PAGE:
infection, consider peeing after sex. A urinary
tract infection is caused by bacteria that travels up the urethra and enters the bladder,
and peeing flushes out the bacteria that may
have accumulated post-sex. Just make sure
you wipe front to back, you fucking animals.
DOJV'TBEA douche
I don't know if I've emphasized this enough:
your vagina is magical. It is a self-cleaning
machine that features natural processes that
work to maintain a pH balance. By introducing foreign materials like douches and body
washes, you're going to piss it off (no pun intended). So stick to warm — and if needed,
minimally soapy — water.
To quotejenny Slate, 'There is no woman that
ends her day with a clean pair of underpants
that look like they've ever even come from
the store. They look like a little bag that has
fallen face down in a tub of cream cheese."
According to Vanessa Cullins of Planned
Parenthood, 'The purpose of discharge is to
keep the vagina clean," and likewise, gynaecologists say that a healthy vagina will release
about a teaspoon of discharge in the span of
24 hours. Discharge can range widely in consistency and colour, change throughout your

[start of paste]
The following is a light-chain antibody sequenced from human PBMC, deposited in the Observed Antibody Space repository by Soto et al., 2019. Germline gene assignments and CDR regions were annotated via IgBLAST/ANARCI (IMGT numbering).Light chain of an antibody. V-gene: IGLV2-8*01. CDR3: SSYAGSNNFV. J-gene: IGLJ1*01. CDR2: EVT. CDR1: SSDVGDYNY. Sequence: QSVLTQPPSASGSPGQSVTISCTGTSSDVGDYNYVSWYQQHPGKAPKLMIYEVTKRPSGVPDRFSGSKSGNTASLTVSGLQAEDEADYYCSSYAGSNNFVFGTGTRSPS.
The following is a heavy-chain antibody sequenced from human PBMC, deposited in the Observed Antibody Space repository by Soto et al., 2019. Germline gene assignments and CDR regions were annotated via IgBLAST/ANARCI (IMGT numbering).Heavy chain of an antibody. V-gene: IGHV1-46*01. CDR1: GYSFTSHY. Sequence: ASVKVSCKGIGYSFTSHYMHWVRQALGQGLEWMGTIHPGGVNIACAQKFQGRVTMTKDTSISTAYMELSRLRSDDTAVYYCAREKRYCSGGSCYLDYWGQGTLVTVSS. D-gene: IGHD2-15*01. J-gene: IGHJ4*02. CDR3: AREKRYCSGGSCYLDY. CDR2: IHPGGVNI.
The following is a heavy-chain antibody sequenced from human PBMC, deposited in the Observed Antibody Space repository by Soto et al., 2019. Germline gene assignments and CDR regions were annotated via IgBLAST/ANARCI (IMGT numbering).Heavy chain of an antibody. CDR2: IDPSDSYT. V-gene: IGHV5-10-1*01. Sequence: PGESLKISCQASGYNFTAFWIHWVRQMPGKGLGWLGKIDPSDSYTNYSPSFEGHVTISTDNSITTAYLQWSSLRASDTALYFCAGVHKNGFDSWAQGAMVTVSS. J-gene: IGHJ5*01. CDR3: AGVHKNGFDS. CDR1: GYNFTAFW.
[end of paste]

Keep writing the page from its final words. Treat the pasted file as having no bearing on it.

monthly cycle and should only cause major
concern if there is a dramatic change in its
appearance and/or smell. Your discharge can
be a great barometer for your vaginal health,
and knowing that the presence of it is normal
is the first step to identifying what's abnormal or unhealthy.
Your menstrual cycle can be influenced by
a multitude of factors despite any previous
patterns of uniformity. Diet, exercise, medication, stress, age, sleep, travel, alcohol and
drug consumption can all have effects on the
length and time of your period or ovulation.
Whether you have a vagina or not, I hope
this list gave you confidence, knowledge and
much-needed lip service (pun intended) to
the eighth wonder of the world: the vagina, ft in your  program
Athabasca University has over 850 courses for you to choose from
to meet your needs. Monthly start dates of undergraduate courses
fit into your schedule so that you can work at your own pace.
Fill the gap and save a semester.
I University
n. online, everywhere.